The projected 20-year return value of annual maximum temperature is shown in Figure 4 . As projected by the MME, 20-year return value in most regions excluding Beijing-Tianjin-Tangshan area will have a warming about 1°C relative to reference period during the early 21st century. By the middle and late 21st century, the maximum temperatures will keep on increasing, and an increase of 3–4°C might happen in the middle and lower reaches of the Yangtze River and the Yellow River. The 20-year return value of annual minimum temperature is also projected to be increasing and with more regional features. The change will be significant in northern Xinjiang, the southern Qinghai-Tibetan Plateau, the middle and lower reaches of the Yangtze River, and northeastern China.

Spatial distribution of 20-year return values of annual maximum (top) and ...

Figure 4.

Spatial distribution of 20-year return values of annual maximum (top) and minimum (bottom) temperature anomalies during 2011–2030 (left), 2046–2065 (center), and 2080–2099 (right) relative to 1986–2005 in China

5. Conclusions

To some extent, the MME of 8 CMIP5 models has certain capability in simulating the 8 extreme climate indices and the 20-year return values of annual maximum and minimum temperatures in China. The MME can well simulate the CWDI, FD, SD, TN10P, and TX90P with relative errors less than 1%. The linear trend and interannual variation of most extreme climate indices can be simulated by the models. The linear trends of 4 warm indices and FD are at 0.05 statistically significant level. The MME tends to overestimate the warm events and underestimate the cold events in eastern China, while it is at the opposite in western China. The simulated 20-year return values of annual maximum and minimum temperatures show a similar pattern with observations, and the spatial correlation coefficients are close to 1.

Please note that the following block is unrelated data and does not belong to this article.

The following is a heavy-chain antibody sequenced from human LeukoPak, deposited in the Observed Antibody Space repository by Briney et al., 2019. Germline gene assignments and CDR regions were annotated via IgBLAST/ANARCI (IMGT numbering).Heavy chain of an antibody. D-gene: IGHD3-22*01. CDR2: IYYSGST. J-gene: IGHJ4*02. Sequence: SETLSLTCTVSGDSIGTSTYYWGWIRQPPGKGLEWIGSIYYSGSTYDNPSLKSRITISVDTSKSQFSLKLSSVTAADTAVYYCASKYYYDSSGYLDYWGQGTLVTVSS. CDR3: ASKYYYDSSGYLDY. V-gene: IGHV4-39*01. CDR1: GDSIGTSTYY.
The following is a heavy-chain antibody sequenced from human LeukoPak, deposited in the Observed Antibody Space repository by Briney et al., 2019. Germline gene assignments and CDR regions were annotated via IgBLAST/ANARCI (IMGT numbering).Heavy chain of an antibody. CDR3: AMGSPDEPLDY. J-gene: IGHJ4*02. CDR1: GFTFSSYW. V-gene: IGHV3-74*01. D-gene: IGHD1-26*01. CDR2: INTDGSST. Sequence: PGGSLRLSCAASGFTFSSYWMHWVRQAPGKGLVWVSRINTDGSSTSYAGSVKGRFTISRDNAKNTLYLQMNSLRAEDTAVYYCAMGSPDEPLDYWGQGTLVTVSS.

Under RCP4.5 scenario, the MME projects that the cold indices will decrease and the warm indices will increase during the 21st century in China, which is similar with the previous research based on IPCC AR4 models. Such change will be greater during the early 21st century, while it will slow down in the late 21st century. The 20-year return values of annual maximum and minimum temperatures in China might increase significantly under RCP4.5 scenario. Some parts of China might have a 4°C warming by the late 21st century. The above projections indicate that the extreme warm events will be more frequent and stronger while the extreme cold events will be fewer and weaker.

It should be pointed out that the uncertainty still exists and even becomes larger in simulating regional climate extremes despite of the great advance in the development of the GCMs. Meanwhile, the future projection based on greenhouse gas emissions scenario does not take into consideration of the impact of natural forcing. Future studies will be carried out to address the above questions and methods. Downscaling and ensemble combination will also be employed to better simulate and project the regional climate extremes over China.